Light or visible light is electromagnetic radiation that is visible to the human eye, and is responsible for the sense of sight. Visible light has wavelength in a range from about 380 nanometres to about 740 nm, with a frequency range of about 405 THz to 790 THz...

 is due to the emission of some sort of particles
Subatomic particle
In physics or chemistry, subatomic particles are the smaller particles composing nucleons and atoms. There are two types of subatomic particles: elementary particles, which are not made of other particles, and composite particles...

 by a luminous source, the speed of light must be finite.". He also provided a wrong explanation of the rainbow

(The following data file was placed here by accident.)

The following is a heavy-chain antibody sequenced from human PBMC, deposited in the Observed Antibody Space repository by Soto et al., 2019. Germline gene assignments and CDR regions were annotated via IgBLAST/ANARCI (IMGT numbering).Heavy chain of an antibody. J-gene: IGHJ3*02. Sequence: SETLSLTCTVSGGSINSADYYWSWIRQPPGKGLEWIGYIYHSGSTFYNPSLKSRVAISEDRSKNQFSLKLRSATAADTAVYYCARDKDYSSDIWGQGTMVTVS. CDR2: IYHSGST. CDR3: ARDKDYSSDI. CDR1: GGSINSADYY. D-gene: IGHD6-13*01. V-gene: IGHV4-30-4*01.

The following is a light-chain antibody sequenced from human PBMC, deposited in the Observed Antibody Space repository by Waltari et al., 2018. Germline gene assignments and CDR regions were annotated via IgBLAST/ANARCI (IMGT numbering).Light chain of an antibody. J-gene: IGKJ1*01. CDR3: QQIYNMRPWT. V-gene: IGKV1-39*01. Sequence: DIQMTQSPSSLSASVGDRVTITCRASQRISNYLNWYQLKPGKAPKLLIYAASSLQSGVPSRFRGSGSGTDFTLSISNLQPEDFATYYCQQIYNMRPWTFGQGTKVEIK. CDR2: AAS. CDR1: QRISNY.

Rainbow
A rainbow is an optical and meteorological phenomenon that causes a spectrum of light to appear in the sky when the Sun shines on to droplets of moisture in the Earth's atmosphere. It takes the form of a multicoloured arc...

 phenomenon. Carl Benjamin Boyer
Carl Benjamin Boyer
Carl Benjamin Boyer was a historian of sciences, and especially mathematics. David Foster Wallace called him the "Gibbon of math history"....

 described Avicenna's ("Ibn Sīnā") theory on the rainbow as follows:
In 1253, a Latin
Latin
Latin is an Italic language originally spoken in Latium and Ancient Rome. It, along with most European languages, is a descendant of the ancient Proto-Indo-European language. Although it is considered a dead language, a number of scholars and members of the Christian clergy speak it fluently, and...

 text entitled Speculum Tripartitum stated the following regarding Avicenna's theory on heat
Heat